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National Institute of Management Solutions Question Paper Set 1 Q6 (c) What is social responsibility? Advocate why social responsibility is important?

Answer: Social responsibility and International business: An International business faces several challenges while undertaking social actions. One such challenge relates to managing the type of government obtaining in a host country where subsidiary of an MNC is located. Militarized non-democratic governments operate in many countries of the world. Central America, for example, has been the scene of powerful military rules and attempted takeovers in nations such as Panama, Nicaragua, Guatemala, and Elsalvador. A small, wealthy class is sometimes allied with the military government, with its members serving in high level government posts. Human rights and democratic freedoms are generally curtained by the government. Labour unions, religious organizations and other interest groups are watched carefully by the government authorities to keep them from becoming political opponents. Military regimes present serious conflicts and strategies problems for International business leaders. In an effort to generate economic activity, such regimes may make attractive deals with foreign firms. Low taxes, low wages, freedom from criticism in the press, and weak environment rules and regulations are among the attractions that a military regime can create through its power. Still, if a company knows that human rights are suppressed, that military leaders are filling their own pockets with money that should go to the country, an that corruption and abuse of power are part of the standard operating procedure, business leaders must pause and think about long term consequences. The strategic issue in this context is: Do the benefits of doing business in such a system outweigh the economic, human and social costs? Secondly, relations between home country and host country pose challenge to the International business. If two countries are at war, for example, there will be no trade between them. When Great Britain and Argentina went to war over ownership of the Falkland Islands, British companies, such as Unilever, found themselves in a serious dilemma. Unilever subsidiaries conducted business in Argentina but were barred by the government from doing business with the enemy Great Britain. Similarly, Great Britain ordered all British companies to cease commercial transactions with the enemy Argentina. Unilever was, therefore, under orders from the warning governments not to send or receive messages between its headquarters and all its Argentinean business. The dilemma facing Unilevers managers was resolved when it was determined that the headquarters and business units could both report to Unilevers office in a neutral country (e.g. Brazil) without violating the dealing with the enemy rules of the two warring nations. Thirdly, social actions of an International business are influenced by host governments attitude towards foreign investment. Host countries use a variety of sanctions and incentives (sticks and carrots) to shape and regulate foreign investment, attempting to, lure investors but also trying to prevent excessive manipulation by them. Host country governments use laws, rules, and regulations to ensure that International business do not engage in certain types of conduct. These standards usually apply to all companies in a nation or to a specific industry. In some countries, however, national governments may wish to o single out MNCs for special treatment.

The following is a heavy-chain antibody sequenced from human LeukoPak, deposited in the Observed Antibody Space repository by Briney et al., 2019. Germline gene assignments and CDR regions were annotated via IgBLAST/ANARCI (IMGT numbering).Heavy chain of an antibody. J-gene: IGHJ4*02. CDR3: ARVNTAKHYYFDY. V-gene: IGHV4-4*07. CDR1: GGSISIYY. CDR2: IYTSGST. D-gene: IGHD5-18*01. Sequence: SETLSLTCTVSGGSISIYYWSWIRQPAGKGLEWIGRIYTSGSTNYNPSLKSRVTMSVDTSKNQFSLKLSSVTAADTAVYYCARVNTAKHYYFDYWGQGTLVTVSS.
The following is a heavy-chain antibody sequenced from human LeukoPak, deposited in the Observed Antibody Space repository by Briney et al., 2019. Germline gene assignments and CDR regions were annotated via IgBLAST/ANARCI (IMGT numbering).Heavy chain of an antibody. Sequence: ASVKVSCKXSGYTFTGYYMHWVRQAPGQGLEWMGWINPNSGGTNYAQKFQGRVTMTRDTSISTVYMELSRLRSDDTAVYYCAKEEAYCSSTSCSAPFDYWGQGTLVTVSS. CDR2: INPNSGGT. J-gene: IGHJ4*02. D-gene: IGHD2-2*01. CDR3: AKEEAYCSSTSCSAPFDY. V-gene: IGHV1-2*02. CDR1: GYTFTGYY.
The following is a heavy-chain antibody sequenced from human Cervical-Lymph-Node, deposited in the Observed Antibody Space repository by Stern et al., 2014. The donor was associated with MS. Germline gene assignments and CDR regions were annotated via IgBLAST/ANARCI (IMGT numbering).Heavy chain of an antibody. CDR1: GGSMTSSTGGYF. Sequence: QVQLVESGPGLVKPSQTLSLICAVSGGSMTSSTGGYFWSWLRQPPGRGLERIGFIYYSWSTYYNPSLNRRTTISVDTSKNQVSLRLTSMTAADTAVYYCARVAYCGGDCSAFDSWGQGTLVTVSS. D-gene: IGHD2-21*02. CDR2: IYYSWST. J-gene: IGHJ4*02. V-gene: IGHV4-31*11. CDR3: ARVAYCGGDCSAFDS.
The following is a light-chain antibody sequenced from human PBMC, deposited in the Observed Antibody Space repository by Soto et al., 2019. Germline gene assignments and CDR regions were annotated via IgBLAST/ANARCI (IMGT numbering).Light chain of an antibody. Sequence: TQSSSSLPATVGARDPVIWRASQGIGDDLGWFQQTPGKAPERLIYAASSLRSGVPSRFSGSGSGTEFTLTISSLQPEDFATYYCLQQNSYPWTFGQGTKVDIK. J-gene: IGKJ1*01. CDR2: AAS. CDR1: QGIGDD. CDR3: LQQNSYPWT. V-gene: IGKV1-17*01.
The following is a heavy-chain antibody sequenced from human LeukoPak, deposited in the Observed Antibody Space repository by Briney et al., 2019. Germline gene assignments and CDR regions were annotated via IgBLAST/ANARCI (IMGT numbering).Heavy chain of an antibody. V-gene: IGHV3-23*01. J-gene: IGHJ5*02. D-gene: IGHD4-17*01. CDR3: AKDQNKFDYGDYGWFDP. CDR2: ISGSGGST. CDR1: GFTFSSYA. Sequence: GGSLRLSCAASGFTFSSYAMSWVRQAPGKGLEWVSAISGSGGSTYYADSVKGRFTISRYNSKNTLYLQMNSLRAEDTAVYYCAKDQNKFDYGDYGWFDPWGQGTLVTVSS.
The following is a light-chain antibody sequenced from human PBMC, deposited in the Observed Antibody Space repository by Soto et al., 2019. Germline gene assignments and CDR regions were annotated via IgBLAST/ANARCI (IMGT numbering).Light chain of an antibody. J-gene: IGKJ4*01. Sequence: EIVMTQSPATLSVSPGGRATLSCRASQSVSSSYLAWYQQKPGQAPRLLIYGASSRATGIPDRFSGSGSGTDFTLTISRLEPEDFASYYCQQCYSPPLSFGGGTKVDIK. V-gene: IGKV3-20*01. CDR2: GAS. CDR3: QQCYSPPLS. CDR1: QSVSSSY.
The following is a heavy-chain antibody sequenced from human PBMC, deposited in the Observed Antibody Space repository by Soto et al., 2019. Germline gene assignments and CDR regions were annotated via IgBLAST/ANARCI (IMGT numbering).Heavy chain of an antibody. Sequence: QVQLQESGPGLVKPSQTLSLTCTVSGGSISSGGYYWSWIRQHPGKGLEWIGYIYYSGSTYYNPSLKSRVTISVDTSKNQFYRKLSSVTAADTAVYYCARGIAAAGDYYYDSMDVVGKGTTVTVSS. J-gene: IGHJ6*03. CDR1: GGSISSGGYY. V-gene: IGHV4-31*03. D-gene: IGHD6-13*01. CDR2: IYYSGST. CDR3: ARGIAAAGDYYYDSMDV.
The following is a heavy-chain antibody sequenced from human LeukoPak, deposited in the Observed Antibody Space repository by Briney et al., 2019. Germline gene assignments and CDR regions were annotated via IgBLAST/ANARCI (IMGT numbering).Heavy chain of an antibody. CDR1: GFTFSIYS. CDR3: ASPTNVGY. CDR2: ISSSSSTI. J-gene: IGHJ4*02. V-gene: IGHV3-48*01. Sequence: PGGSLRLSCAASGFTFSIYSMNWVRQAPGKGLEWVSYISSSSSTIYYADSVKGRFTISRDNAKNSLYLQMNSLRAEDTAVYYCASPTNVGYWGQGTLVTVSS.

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National Institute of Management Solutions Question Paper Set 1 However international businesses can meet the challenges if they design a corporate social strategy. The following questions are a good place to start the process: Are we being socially responsible in what we do? Do we meet the expectations of our host-country as well as our home country? Would stakeholders in either country question our behavior? Are we responsive to the stakeholders in each country where we do business? Do we treat employees, customers, suppliers, local communities, and others in a fair and just way? Do we recognize emerging issues, as well as immediate social issues, in the countries and communities where we operate? Are we anticipating change rather than just reacting to it? Do we abide by the host governments regulations and policies? Do we have good systems for ensuring that our employees and the agents who represent us follow our corporate policies? Do we conduct business in ways that respect the values, customs, and moral principles of each society? Do we recognize that there may be times when they conflict with principles of other societies? Are we ready to address these conflicts in positive ways? Firms that address these questions before trouble strikes are better prepared to react to global challenges to corporate responsibility. They are better prepared to prevent cries, anticipate changes, and avoid situations that compromise the values and principles for which the firm stands. A corporate social strategy helps International managers achieve both the economic and the social goals of the firm. International business and Ethics: Two ethical issues are prominent in International business: bribery and corruption and work practices and worker remuneration. Bribery and corruption: Bribery is a deliberate attempt to persuade someone (usually in position of power and authority) to act improperly in favour of the root of the bribery by offering money or gifts or any other material gain. Bribery has been at the root of corruption in many countries. Corruption is understood as the abuse of public office for private gain. The issue of bribery is controversial mainly because it depends on how it is defined and practiced. In some Middle East Countries, it would be perfectly acceptable to give a gift to, an official or host as a token of appreciation for the time and consideration given. Work practices and worker remuneration: One of the main reasons for International firms to invest in production facilities abroad is to take advantage of the availability of relatively low cost labour in order to remain competitive in International markets. Indeed, they are actively encouraged to do so by host governments. The ethical dilemma facing an International firm is what type of technology it should employ in the host country. Inappropriate technology, especially in a third world country, may fall to make sufficient use of the host countrys resources and increase its technology dependence. Because of the cultural differences explained thus far, one might expect an International firm to vary its work practices to suit the local culture and avoid ethnocentrism. But does this mean the firm should.